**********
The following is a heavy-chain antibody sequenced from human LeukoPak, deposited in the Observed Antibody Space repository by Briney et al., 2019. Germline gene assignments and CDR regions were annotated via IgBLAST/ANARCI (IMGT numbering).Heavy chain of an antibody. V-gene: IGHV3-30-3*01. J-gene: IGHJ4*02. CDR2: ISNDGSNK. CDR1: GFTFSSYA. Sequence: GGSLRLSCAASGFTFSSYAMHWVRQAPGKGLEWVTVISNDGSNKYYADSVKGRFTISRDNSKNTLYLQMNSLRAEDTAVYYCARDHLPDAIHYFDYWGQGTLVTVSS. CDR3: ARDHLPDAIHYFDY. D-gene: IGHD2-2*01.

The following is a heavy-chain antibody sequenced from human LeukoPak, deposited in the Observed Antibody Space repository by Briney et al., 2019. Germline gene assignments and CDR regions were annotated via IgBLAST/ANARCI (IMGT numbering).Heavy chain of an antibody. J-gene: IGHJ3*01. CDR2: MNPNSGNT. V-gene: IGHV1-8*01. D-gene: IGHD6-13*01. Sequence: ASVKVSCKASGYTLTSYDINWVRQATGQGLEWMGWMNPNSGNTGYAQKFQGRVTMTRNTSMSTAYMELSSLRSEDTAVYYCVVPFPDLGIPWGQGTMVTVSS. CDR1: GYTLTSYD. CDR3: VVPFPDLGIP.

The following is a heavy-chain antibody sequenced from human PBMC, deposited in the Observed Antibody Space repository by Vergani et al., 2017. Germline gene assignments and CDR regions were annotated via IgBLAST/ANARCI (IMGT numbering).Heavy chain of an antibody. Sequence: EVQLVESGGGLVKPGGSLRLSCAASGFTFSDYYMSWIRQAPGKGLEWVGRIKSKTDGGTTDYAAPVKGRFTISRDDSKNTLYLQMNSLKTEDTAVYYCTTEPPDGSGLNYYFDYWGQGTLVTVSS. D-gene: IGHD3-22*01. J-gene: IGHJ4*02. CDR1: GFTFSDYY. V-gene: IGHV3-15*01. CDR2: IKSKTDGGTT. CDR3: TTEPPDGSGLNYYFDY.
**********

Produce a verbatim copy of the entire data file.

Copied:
The following is a heavy-chain antibody sequenced from human LeukoPak, deposited in the Observed Antibody Space repository by Briney et al., 2019. Germline gene assignments and CDR regions were annotated via IgBLAST/ANARCI (IMGT numbering).Heavy chain of an antibody. V-gene: IGHV3-30-3*01. J-gene: IGHJ4*02. CDR2: ISNDGSNK. CDR1: GFTFSSYA. Sequence: GGSLRLSCAASGFTFSSYAMHWVRQAPGKGLEWVTVISNDGSNKYYADSVKGRFTISRDNSKNTLYLQMNSLRAEDTAVYYCARDHLPDAIHYFDYWGQGTLVTVSS. CDR3: ARDHLPDAIHYFDY. D-gene: IGHD2-2*01.

The following is a heavy-chain antibody sequenced from human LeukoPak, deposited in the Observed Antibody Space repository by Briney et al., 2019. Germline gene assignments and CDR regions were annotated via IgBLAST/ANARCI (IMGT numbering).Heavy chain of an antibody. J-gene: IGHJ3*01. CDR2: MNPNSGNT. V-gene: IGHV1-8*01. D-gene: IGHD6-13*01. Sequence: ASVKVSCKASGYTLTSYDINWVRQATGQGLEWMGWMNPNSGNTGYAQKFQGRVTMTRNTSMSTAYMELSSLRSEDTAVYYCVVPFPDLGIPWGQGTMVTVSS. CDR1: GYTLTSYD. CDR3: VVPFPDLGIP.

The following is a heavy-chain antibody sequenced from human PBMC, deposited in the Observed Antibody Space repository by Vergani et al., 2017. Germline gene assignments and CDR regions were annotated via IgBLAST/ANARCI (IMGT numbering).Heavy chain of an antibody. Sequence: EVQLVESGGGLVKPGGSLRLSCAASGFTFSDYYMSWIRQAPGKGLEWVGRIKSKTDGGTTDYAAPVKGRFTISRDDSKNTLYLQMNSLKTEDTAVYYCTTEPPDGSGLNYYFDYWGQGTLVTVSS. D-gene: IGHD3-22*01. J-gene: IGHJ4*02. CDR1: GFTFSDYY. V-gene: IGHV3-15*01. CDR2: IKSKTDGGTT. CDR3: TTEPPDGSGLNYYFDY.